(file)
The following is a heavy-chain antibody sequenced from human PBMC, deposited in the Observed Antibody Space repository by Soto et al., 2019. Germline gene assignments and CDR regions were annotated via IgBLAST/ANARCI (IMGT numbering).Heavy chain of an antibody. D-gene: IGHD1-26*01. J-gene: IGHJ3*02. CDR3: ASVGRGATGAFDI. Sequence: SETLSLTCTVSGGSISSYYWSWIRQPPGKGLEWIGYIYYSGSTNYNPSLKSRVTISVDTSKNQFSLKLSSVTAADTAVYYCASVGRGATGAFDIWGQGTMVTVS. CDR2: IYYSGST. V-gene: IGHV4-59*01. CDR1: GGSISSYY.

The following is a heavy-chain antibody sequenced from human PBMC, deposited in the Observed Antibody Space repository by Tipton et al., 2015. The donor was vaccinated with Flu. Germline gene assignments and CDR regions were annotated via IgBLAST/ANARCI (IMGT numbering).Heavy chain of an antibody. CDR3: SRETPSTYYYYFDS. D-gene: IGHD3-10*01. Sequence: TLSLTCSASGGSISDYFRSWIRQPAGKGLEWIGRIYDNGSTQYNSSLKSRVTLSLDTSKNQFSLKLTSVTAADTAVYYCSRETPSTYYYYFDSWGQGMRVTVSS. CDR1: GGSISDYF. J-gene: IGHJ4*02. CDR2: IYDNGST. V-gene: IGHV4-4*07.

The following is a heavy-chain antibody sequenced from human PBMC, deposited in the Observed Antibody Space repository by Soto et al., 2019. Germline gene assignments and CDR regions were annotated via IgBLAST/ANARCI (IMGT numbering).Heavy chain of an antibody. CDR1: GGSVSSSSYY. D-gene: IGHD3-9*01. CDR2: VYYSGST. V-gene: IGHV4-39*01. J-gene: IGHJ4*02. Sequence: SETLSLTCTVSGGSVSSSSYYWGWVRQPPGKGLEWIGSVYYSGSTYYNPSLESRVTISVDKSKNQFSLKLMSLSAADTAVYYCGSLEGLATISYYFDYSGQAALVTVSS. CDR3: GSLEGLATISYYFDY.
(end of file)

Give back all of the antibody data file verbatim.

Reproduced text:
The following is a heavy-chain antibody sequenced from human PBMC, deposited in the Observed Antibody Space repository by Soto et al., 2019. Germline gene assignments and CDR regions were annotated via IgBLAST/ANARCI (IMGT numbering).Heavy chain of an antibody. D-gene: IGHD1-26*01. J-gene: IGHJ3*02. CDR3: ASVGRGATGAFDI. Sequence: SETLSLTCTVSGGSISSYYWSWIRQPPGKGLEWIGYIYYSGSTNYNPSLKSRVTISVDTSKNQFSLKLSSVTAADTAVYYCASVGRGATGAFDIWGQGTMVTVS. CDR2: IYYSGST. V-gene: IGHV4-59*01. CDR1: GGSISSYY.

The following is a heavy-chain antibody sequenced from human PBMC, deposited in the Observed Antibody Space repository by Tipton et al., 2015. The donor was vaccinated with Flu. Germline gene assignments and CDR regions were annotated via IgBLAST/ANARCI (IMGT numbering).Heavy chain of an antibody. CDR3: SRETPSTYYYYFDS. D-gene: IGHD3-10*01. Sequence: TLSLTCSASGGSISDYFRSWIRQPAGKGLEWIGRIYDNGSTQYNSSLKSRVTLSLDTSKNQFSLKLTSVTAADTAVYYCSRETPSTYYYYFDSWGQGMRVTVSS. CDR1: GGSISDYF. J-gene: IGHJ4*02. CDR2: IYDNGST. V-gene: IGHV4-4*07.

The following is a heavy-chain antibody sequenced from human PBMC, deposited in the Observed Antibody Space repository by Soto et al., 2019. Germline gene assignments and CDR regions were annotated via IgBLAST/ANARCI (IMGT numbering).Heavy chain of an antibody. CDR1: GGSVSSSSYY. D-gene: IGHD3-9*01. CDR2: VYYSGST. V-gene: IGHV4-39*01. J-gene: IGHJ4*02. Sequence: SETLSLTCTVSGGSVSSSSYYWGWVRQPPGKGLEWIGSVYYSGSTYYNPSLESRVTISVDKSKNQFSLKLMSLSAADTAVYYCGSLEGLATISYYFDYSGQAALVTVSS. CDR3: GSLEGLATISYYFDY.